Influencer Marketing KPIs: 14 Metrics to Look at Beyond Sales
About the Author
Amelia is a writer, content marketer and SEO strategist who spends her days trying to crack the code of Google's mighty algorithm. When she's not working, you can find her running around town with her dog Rockefeller.
In This Guide
- Influencer marketing KPIs that matter
- Site traffic KPIs
- Direct traffic
- Social traffic
- Referral traffic
- New users
- Landing page visits
- Bounce rate
- Post engagement KPIs
- Likes and reactions
- Social media awareness KPIs
- Bonus: The influencer’s KPIs
- Influencer marketing KPIs: more than just sales
Done right, influencer marketing is extremely effective for brands. It drives 11 times the ROI of other forms of digital marketing, earning brands $6.50 for every $1 they spend on influencer marketing campaigns.
But when you’re just starting out with influencer marketing, you’re not going to get those kind of results. Heck, even when you have a tenured influencer marketing program in place, you won’t enjoy that level of success with every one of your campaigns.
You’ll try new things, work with different influencers, and partner with other brands. You’ll test and you’ll tweak. With time, you’ll enjoy crazy good conversions—but it takes time and experience to see what works best for your audience.
How can you know if you’re on the right track? By paying attention to more than just sales.
Influencer marketing KPIs that matter
Sales are important, but they’re one of many important influencer marketing KPIs that indicate whether you’re boosting brand visibility, fostering positive consumer discussion, and driving site visits—you know, all the sorts of things that result in sales.
As you monitor your influencer marketing campaigns, pay attention to these site traffic and social media engagement metrics. Consider these the confirmation you need that you’re working with the right influencers, targeting the right audiences, and reaching them with the right types of campaigns.
Site traffic KPIs
Besides sales, site traffic is one of the easiest metrics to track with influencer marketing. Site visits let you know how many fans are finding your influencer campaign interesting enough to take action by visiting your website.
Google Analytics is your tool of choice here. You’ll want to look at three key traffic channels: your direct traffic, your social traffic, and your referral traffic.
Direct traffic captures anyone who visits your site from directly typing in the URL, or if they’ve saved your site as a bookmark or clicked on it from a PDF.
Direct traffic is important to track for influencer campaigns where the influencer cannot share a direct hyperlink to your site in their post (we’re looking at you, Instagram). Instagram influencers can only strongly encourage their followers to go visit your site, by spelling it out in their post, but the URL will not be clickable. As such, the fans who take them up on their recommendation will have to go physically type in the URL themselves.
Look for lifts in direct traffic in the days following any of your influencer campaigns, whether or they included a clickable URL as there will always be some fans who go type it in later.
Social traffic captures any traffic that comes to your site through social media.
From the Acquisition > All Traffic > Channels screen in Google Analytics, click on the blue Social link to see your traffic numbers split up by social network. These numbers represent the sum of traffic coming to your site from various social networks—including links from your profile, your own branded posts, as well as posts from influencers.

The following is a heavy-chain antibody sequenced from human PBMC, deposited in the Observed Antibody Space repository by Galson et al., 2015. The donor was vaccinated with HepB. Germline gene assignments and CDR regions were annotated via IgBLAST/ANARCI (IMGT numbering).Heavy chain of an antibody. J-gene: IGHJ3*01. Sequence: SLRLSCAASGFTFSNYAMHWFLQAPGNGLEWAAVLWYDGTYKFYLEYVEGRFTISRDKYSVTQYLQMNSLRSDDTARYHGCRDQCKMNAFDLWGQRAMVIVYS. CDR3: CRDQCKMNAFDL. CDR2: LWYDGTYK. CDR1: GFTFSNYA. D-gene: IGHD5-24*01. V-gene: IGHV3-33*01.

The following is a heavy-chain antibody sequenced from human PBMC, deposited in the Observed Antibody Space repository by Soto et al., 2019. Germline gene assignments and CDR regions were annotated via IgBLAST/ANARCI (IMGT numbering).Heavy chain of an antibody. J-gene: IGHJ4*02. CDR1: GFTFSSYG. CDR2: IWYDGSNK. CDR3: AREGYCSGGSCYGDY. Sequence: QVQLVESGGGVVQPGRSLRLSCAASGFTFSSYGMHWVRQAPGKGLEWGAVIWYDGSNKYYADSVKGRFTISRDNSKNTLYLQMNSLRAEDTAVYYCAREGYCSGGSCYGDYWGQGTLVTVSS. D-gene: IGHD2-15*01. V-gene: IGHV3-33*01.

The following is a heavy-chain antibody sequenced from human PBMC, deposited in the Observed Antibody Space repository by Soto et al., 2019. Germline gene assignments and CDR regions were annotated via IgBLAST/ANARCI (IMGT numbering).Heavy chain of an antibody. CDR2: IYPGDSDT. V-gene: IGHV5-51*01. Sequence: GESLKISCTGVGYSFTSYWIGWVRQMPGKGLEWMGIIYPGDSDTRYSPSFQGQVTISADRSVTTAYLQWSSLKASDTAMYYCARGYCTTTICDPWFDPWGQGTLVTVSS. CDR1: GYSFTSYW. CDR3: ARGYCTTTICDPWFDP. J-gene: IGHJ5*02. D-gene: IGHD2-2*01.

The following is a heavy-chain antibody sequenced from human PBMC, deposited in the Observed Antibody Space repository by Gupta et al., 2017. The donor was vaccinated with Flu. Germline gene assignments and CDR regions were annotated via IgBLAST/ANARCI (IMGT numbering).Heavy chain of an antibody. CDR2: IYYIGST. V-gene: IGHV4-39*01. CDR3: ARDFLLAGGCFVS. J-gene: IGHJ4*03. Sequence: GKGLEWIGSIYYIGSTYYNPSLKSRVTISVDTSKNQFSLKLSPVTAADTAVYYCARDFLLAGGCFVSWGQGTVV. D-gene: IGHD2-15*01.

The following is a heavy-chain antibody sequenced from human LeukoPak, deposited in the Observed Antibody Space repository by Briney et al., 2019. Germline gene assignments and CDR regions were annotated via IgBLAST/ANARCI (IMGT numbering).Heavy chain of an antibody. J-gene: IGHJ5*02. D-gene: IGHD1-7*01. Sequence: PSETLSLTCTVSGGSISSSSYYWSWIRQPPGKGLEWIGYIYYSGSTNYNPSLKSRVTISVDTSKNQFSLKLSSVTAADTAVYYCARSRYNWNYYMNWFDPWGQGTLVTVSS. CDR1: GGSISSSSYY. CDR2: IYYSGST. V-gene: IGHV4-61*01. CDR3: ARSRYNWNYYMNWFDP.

Even though the influencer-driven traffic will be mixed in with your own, if your influencers are doing a good job, you should see a noticeable lift in traffic for any channel the campaign was run on.
Referral traffic tracks any traffic that comes to your website through another website, such as an influencer’s blog.
Like you did with Social traffic, you can simply click on the blue Referral link to view the top websites driving traffic to your own. This is a great way for tracking any visits that come from bloggers or affiliates. Not only will you be able to see their website listed in the results below, but you can see how their sponsored post helps your brand over time.
If the influencer did a good job with SEO or they regularly share the blog post on social media, you may see a gradual increase of visits with time, as opposed to a quick spike in the days following your campaign.
In addition to viewing the sheer traffic numbers, you can dig in deeper on any of these channels to see how your campaign is doing.
Compare the Users vs. New Users columns to see if influencers are sending net-new customers your way, or if they’re sending people who have already visited your site before. Either can be good: influencers can help your brand permeate new audiences, or they can help you gain traction with ones you’ve already established.
Landing page visits
If your influencer campaign is performing well, you’ll be able to see traffic increases at a high level in Google Analytics. But if you’re working with multiple influencers, and you want to track the success of each one, you can do that on an individual level within Google Analytics, too.
For any influencers who will be including links in their social posts or blog articles, set them up with a unique URL. You can custom-build URL using your influencer marketing or affiliate software, or you can create one for free using Google’s free UTM builder tool. Then you can track the clicks from each influencer under Acquisition > Campaigns.
If you’re asking influencers to send traffic to a particular landing page for your campaign, you can review the traffic numbers for that page specifically under Behavior > Landing Pages. From there, select Default Channel Grouping from the Secondary Dimension drop-down menu. This helps you parse out the organic visits and direct traffic your brand is already naturally generating to the landing page, from the social and referral traffic your influencers are generating.
You’ll also want to take a look at the Bounce Rate of any page your influencers are sending traffic to. If it’s high (above 75%), that can indicate a few things, none of which are good.